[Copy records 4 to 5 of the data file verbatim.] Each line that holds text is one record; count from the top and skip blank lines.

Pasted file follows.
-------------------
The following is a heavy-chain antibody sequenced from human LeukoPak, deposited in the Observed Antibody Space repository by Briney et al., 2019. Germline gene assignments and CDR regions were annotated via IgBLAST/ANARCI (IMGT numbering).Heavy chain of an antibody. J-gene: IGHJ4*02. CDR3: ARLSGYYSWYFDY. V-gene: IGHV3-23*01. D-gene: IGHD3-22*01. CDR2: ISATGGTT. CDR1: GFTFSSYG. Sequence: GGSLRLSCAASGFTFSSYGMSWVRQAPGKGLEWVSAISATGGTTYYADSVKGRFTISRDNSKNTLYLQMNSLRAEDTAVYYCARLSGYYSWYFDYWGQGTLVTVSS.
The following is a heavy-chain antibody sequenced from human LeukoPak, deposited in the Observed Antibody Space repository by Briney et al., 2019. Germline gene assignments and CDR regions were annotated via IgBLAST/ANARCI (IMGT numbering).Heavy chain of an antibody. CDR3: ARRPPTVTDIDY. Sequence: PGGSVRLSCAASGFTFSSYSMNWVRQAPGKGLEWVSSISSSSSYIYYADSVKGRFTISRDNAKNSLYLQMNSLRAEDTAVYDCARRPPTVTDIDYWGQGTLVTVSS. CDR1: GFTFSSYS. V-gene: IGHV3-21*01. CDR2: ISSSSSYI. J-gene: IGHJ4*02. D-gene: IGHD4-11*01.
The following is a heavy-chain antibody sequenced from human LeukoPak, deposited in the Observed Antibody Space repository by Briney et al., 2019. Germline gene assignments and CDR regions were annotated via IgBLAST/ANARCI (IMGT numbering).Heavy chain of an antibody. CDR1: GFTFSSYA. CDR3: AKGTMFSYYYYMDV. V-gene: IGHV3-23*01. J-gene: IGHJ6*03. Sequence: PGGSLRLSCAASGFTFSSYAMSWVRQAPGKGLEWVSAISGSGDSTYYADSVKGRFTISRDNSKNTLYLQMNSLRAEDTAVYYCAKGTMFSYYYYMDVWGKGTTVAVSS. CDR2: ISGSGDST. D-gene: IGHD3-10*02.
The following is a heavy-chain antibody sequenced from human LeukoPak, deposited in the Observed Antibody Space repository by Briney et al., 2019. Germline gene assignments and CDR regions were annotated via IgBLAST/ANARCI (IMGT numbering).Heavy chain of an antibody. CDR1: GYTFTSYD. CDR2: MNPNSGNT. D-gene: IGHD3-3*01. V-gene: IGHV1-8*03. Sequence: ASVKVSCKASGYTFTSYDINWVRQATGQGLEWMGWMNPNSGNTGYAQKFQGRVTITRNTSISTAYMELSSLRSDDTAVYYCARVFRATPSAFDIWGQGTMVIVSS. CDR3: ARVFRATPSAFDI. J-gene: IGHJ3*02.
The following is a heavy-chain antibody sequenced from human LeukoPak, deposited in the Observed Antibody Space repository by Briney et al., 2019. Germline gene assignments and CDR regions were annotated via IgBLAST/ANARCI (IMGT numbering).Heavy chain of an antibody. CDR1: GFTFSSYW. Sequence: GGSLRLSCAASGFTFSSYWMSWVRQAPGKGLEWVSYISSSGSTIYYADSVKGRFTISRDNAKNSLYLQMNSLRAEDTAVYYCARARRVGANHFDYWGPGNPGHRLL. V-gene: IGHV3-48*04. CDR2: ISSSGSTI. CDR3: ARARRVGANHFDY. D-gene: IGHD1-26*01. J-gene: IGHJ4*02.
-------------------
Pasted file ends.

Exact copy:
The following is a heavy-chain antibody sequenced from human LeukoPak, deposited in the Observed Antibody Space repository by Briney et al., 2019. Germline gene assignments and CDR regions were annotated via IgBLAST/ANARCI (IMGT numbering).Heavy chain of an antibody. CDR1: GYTFTSYD. CDR2: MNPNSGNT. D-gene: IGHD3-3*01. V-gene: IGHV1-8*03. Sequence: ASVKVSCKASGYTFTSYDINWVRQATGQGLEWMGWMNPNSGNTGYAQKFQGRVTITRNTSISTAYMELSSLRSDDTAVYYCARVFRATPSAFDIWGQGTMVIVSS. CDR3: ARVFRATPSAFDI. J-gene: IGHJ3*02.
The following is a heavy-chain antibody sequenced from human LeukoPak, deposited in the Observed Antibody Space repository by Briney et al., 2019. Germline gene assignments and CDR regions were annotated via IgBLAST/ANARCI (IMGT numbering).Heavy chain of an antibody. CDR1: GFTFSSYW. Sequence: GGSLRLSCAASGFTFSSYWMSWVRQAPGKGLEWVSYISSSGSTIYYADSVKGRFTISRDNAKNSLYLQMNSLRAEDTAVYYCARARRVGANHFDYWGPGNPGHRLL. V-gene: IGHV3-48*04. CDR2: ISSSGSTI. CDR3: ARARRVGANHFDY. D-gene: IGHD1-26*01. J-gene: IGHJ4*02.